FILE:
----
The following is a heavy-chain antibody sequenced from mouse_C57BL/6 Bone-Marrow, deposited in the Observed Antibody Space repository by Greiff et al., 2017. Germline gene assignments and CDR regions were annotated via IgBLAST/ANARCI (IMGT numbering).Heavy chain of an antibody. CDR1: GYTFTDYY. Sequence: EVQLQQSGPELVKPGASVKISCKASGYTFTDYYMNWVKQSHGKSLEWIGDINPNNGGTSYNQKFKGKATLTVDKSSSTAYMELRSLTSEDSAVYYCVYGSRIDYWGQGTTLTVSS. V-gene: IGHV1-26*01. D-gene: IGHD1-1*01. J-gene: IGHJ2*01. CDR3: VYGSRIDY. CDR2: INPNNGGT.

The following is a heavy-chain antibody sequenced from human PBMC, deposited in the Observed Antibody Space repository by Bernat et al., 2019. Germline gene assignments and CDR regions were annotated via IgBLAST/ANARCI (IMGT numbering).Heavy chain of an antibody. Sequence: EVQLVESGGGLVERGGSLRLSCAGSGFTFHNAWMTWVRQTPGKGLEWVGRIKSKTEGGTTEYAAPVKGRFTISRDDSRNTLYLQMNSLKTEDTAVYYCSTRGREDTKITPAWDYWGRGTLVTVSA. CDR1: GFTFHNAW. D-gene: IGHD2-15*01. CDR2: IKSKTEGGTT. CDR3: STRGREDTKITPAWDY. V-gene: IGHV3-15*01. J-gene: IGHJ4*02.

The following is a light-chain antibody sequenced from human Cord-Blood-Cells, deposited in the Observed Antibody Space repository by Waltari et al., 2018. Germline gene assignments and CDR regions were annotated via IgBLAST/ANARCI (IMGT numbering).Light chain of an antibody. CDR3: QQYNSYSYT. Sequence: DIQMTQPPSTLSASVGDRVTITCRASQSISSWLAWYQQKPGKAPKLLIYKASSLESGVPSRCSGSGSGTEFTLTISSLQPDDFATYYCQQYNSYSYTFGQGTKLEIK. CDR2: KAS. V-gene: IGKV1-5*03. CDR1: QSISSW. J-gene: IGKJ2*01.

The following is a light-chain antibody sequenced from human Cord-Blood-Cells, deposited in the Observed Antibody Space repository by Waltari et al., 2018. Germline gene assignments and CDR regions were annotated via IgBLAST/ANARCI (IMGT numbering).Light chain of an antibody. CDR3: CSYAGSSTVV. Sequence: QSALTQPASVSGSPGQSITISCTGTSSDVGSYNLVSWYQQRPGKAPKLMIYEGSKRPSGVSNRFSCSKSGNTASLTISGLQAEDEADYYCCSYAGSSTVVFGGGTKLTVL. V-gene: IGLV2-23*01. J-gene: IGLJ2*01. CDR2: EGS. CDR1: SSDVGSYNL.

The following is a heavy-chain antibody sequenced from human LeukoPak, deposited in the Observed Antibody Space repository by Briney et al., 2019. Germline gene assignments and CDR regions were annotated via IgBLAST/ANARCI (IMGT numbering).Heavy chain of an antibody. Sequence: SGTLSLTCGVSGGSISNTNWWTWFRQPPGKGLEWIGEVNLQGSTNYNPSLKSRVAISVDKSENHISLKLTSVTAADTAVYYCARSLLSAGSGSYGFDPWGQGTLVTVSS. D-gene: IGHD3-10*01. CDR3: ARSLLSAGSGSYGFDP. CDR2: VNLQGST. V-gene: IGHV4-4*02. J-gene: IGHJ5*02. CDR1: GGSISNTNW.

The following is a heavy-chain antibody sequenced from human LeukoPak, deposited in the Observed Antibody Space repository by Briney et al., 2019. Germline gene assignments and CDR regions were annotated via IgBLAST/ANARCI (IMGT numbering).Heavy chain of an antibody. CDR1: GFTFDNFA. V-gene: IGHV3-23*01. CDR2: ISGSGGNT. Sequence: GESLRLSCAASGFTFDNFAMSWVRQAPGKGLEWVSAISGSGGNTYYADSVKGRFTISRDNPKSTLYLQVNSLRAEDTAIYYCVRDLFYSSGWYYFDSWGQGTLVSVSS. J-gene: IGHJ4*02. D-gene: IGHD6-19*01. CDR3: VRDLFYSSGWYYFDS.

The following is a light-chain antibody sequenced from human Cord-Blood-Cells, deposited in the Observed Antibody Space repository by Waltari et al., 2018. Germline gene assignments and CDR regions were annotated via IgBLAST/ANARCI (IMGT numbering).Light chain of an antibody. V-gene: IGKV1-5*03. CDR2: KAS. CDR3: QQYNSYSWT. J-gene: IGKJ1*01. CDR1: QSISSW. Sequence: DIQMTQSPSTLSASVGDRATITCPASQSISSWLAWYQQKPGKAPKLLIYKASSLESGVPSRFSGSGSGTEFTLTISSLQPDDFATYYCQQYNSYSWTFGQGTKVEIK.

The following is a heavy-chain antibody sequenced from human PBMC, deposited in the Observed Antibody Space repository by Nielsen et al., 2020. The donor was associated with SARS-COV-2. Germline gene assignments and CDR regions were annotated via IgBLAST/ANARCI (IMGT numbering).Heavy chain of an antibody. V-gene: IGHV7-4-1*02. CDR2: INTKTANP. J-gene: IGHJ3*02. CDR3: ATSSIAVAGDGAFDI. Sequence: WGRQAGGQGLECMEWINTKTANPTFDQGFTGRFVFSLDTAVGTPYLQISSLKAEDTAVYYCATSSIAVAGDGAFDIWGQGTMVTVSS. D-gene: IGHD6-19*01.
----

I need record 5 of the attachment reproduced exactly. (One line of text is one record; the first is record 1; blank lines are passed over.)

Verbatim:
The following is a heavy-chain antibody sequenced from human LeukoPak, deposited in the Observed Antibody Space repository by Briney et al., 2019. Germline gene assignments and CDR regions were annotated via IgBLAST/ANARCI (IMGT numbering).Heavy chain of an antibody. Sequence: SGTLSLTCGVSGGSISNTNWWTWFRQPPGKGLEWIGEVNLQGSTNYNPSLKSRVAISVDKSENHISLKLTSVTAADTAVYYCARSLLSAGSGSYGFDPWGQGTLVTVSS. D-gene: IGHD3-10*01. CDR3: ARSLLSAGSGSYGFDP. CDR2: VNLQGST. V-gene: IGHV4-4*02. J-gene: IGHJ5*02. CDR1: GGSISNTNW.